In September 1957, nine African American teenagers met fierce opposition by local mobs as they attempted to start the schoolyear at the all-white Central High School. Eventually President Dwight Eisenhower ordered federal troops to quell the violence and to escort the students into the school. This incident became the first real test of the landmark U.S. Supreme Court decision known as Brown v. Board of Education, which had ruled a few years earlier that segregation in public schools was unconstitutional.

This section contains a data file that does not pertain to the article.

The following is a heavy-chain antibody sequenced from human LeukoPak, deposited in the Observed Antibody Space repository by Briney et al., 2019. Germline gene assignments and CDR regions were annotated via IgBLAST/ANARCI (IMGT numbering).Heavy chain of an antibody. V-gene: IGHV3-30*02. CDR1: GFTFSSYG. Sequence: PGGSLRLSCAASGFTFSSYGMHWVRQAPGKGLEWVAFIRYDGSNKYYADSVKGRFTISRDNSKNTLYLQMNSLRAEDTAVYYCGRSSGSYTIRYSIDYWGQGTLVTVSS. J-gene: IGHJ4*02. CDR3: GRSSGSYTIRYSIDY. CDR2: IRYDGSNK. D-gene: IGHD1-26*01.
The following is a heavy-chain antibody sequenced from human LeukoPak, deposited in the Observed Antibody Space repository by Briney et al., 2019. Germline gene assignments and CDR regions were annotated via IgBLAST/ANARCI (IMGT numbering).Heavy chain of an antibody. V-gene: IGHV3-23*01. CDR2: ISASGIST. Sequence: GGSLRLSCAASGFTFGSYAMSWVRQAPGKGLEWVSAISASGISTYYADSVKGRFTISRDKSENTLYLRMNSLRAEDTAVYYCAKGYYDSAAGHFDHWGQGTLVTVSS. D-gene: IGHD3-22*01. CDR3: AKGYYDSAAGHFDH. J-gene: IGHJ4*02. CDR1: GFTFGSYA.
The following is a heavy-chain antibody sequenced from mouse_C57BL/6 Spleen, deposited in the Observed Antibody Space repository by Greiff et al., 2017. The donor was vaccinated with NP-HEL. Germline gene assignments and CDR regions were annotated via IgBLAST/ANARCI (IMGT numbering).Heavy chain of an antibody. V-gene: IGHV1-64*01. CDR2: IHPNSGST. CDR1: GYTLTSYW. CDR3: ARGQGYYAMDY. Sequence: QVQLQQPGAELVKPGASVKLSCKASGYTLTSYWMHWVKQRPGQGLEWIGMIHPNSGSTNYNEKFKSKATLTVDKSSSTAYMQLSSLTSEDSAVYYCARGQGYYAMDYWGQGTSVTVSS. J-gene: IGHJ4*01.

The National Park Service commemorated the historic role that this site played when it named the high school a National Historic Landmark in 1982. NPS also operates a nearby visitor center that interprets the historic civil rights events that landed the school in the national limelight. Central High continues to operate as a functional high school today, the only one located within the boundary of a national historic site.